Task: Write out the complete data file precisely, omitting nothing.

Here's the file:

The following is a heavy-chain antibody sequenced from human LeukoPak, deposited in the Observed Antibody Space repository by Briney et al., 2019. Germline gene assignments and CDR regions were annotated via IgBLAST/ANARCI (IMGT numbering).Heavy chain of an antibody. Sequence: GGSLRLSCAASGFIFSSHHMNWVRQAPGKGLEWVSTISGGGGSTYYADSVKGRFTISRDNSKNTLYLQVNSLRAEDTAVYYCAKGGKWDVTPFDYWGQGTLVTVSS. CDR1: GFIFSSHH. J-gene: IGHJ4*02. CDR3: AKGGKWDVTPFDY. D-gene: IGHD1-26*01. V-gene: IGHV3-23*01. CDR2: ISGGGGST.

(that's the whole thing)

The following is a heavy-chain antibody sequenced from human LeukoPak, deposited in the Observed Antibody Space repository by Briney et al., 2019. Germline gene assignments and CDR regions were annotated via IgBLAST/ANARCI (IMGT numbering).Heavy chain of an antibody. Sequence: GGSLRLSCAASGFIFSSHHMNWVRQAPGKGLEWVSTISGGGGSTYYADSVKGRFTISRDNSKNTLYLQVNSLRAEDTAVYYCAKGGKWDVTPFDYWGQGTLVTVSS. CDR1: GFIFSSHH. J-gene: IGHJ4*02. CDR3: AKGGKWDVTPFDY. D-gene: IGHD1-26*01. V-gene: IGHV3-23*01. CDR2: ISGGGGST.